Top Three Financial Takeaways from RVA

Nothing but blue skies over Richmond? Not yet.

by Jon Baliles

Last week Richmond’s Mayor and Chief Administrative Officer (CAO) reported to City Council that the Annual Comprehensive Financial Report (ACFR) was completed and had been turned in to the Virginia Auditor of Accounts. The report was due in mid-December, but better late than never I guess (and still it was way earlier than Mayor Jones, who tuned them in super-late three years in a row).

The external auditor called in virtually for the brief presentation to Council and went over their firms’ processes and evaluation methods (video starts at 1:03:30 mark) but never referred to any numbers or conclusions; she pointed out that certain figures could be found with corresponding footnote numbers in the report, which Councilors did not have.

After the auditor finished her brief presentation, Councilwoman Jordan had to inquire as to what figures the external auditor was talking about and where could she see them (at the 1:11:25 mark of the video) because the Council did not have the audit report in front of them so they could ask questions. The auditor told her they disclosed what they were required to and that she would be happy to go into the numbers. That’s when CAO Saunders stepped in and told Council the reports had been delivered to each Councilor’s office on Friday. Talk about collaboration and communication.

Councilwoman Lynch also asked the external auditor for the “Top 3 bullet points or risks” from the audit.

The auditor said:

First, improve the City’s financial reporting. The City has been using unrecorded retainage of funds (holding of funds for City projects from contractors that the City has not been showing as a liability on the financial statements); it is a best practice to show it as liability on the statements.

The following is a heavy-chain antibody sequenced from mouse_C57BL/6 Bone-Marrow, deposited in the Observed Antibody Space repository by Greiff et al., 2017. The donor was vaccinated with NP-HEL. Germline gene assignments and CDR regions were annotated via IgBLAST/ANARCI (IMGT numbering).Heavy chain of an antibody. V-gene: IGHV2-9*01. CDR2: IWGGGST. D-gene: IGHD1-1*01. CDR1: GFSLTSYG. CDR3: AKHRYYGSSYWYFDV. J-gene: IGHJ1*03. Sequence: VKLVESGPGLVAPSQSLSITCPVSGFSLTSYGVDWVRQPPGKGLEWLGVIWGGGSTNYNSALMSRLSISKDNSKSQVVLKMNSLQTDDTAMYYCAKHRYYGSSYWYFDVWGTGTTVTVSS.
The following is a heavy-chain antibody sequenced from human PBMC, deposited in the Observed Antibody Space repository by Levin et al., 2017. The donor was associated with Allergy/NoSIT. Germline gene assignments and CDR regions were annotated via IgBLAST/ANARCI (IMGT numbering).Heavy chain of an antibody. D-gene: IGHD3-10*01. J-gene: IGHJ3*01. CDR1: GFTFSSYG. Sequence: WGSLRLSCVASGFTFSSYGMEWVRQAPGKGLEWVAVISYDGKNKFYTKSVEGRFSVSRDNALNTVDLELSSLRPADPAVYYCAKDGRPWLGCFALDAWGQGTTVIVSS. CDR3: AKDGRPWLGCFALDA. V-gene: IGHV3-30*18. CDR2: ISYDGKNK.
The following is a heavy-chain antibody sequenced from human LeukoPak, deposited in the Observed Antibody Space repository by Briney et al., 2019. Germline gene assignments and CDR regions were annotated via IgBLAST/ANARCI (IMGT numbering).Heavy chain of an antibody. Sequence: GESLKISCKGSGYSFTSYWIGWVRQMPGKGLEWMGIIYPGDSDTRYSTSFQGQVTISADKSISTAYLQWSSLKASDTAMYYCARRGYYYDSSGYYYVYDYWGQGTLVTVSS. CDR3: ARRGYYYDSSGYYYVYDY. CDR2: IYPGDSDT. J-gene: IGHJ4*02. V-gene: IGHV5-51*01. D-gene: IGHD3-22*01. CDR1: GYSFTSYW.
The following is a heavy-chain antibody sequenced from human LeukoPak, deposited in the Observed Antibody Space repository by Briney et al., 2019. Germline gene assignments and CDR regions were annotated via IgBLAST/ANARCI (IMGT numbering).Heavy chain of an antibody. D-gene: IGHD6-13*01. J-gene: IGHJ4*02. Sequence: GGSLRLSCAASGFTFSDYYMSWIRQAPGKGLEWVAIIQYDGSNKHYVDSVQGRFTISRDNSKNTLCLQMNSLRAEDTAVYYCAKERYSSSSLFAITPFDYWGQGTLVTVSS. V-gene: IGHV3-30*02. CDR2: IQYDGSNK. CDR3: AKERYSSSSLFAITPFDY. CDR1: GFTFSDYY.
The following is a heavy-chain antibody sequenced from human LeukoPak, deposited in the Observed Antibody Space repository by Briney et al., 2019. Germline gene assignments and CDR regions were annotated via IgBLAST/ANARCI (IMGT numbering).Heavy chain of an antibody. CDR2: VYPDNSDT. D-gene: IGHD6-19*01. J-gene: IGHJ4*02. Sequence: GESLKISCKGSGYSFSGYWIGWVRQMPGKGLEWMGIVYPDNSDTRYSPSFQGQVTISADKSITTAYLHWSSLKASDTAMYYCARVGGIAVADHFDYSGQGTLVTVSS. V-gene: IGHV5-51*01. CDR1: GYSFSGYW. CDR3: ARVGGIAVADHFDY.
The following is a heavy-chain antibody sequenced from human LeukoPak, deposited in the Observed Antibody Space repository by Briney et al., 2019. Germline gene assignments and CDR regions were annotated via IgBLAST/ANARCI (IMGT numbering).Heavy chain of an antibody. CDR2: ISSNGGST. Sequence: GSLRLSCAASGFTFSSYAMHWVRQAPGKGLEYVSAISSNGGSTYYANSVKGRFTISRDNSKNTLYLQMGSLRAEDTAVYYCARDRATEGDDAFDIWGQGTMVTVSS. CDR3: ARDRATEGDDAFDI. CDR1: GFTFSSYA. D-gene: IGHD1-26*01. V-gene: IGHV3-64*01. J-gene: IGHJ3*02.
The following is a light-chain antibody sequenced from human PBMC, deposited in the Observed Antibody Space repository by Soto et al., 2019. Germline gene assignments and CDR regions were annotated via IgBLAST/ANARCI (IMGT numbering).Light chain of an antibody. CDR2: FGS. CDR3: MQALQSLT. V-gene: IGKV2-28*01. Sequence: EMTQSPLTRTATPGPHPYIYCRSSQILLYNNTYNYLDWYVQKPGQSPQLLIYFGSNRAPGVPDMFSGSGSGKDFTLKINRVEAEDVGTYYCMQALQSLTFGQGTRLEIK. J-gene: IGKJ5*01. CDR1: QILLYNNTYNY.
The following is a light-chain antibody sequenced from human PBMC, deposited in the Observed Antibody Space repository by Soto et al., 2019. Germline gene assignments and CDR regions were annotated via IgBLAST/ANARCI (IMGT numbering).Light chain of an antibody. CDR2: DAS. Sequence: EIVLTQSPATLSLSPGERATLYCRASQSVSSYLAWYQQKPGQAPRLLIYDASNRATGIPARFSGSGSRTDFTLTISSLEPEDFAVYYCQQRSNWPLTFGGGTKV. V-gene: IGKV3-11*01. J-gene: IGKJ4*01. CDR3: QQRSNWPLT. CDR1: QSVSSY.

Second, the City is listing too much accounting of spending under the code “miscellaneous vendors;” She said “that code is being used more than we’d like to see and that we see in practice;” it is a best practice in the industry not to be used too often and should only be “used when absolutely necessary and not to bypass any procurement rules.” Exactly no one is surprised by this finding, are they?

Third, she said the cash reconciliation process still needed monitoring and improvement (my words) and that the City was “still working on it” and taking steps to try and improve and correct it. Let’s hope that means we won’t see what she politely papered over, which is the “incident” from December 2021 where the external auditor found a $12.1 million whoopsie in which that amount was subtracted from the City’s fund balance and had inflated the City’s surplus for several years. Mayor Stoney blamed that error on Mayor Jones and the high turnover in the Finance department and said the error had its roots all the way back to 2015 (according to Chris Suarez in the Times-Dispatch in December 2021).

Greg Bussink, of the Minneapolis-based accounting firm CliftonLarsonAllen, which assisted with the audit, said the problem seems to have started around 2017 (Stoney’s first year in office). Bussink told the Times-Dispatch: “What was discovered was there were some older, reconciling items that were carrying forward from some years in the past. It was required to reduce the cash balance and effectively reduce the fund balance and net position for the city’s general fund and then for governmental wide financial statements.”

At Monday’s meeting, the CAO told Council that some the recent problems are because HALF of the leadership positions on the accounting team in the Finance Department are vacant and the other half have been with the City for less than two years. At years end, they were at 57% staffing, he said. So, if high turnover can delay the ACFR in 2015, it also seems that high vacancies can also have a detrimental effect on meeting the deadline.

Speaking of vacancies, they seem to be everywhere. The CAO also mentioned that staffing challenges are a recurring issue in other City departments and that “we need, as a broader Administration, to support” the Human Resources Department in their efforts to help recruit talent for the Finance Department. But if you look at the City’s job web site, there are 20 positions advertised for the Human Resources department alone, which makes their task infinitely harder. The Police have over 150 vacancies; Emergency Communications (911) has a lot; code enforcement, and on and on. It will be worth keeping an eye on the budget when it comes out next month to see if there is any kind of initiative to fill many (or even some) of these positions so the services residents expect and pay for can be delivered. On time.

Republished with permission from RVA 5×5.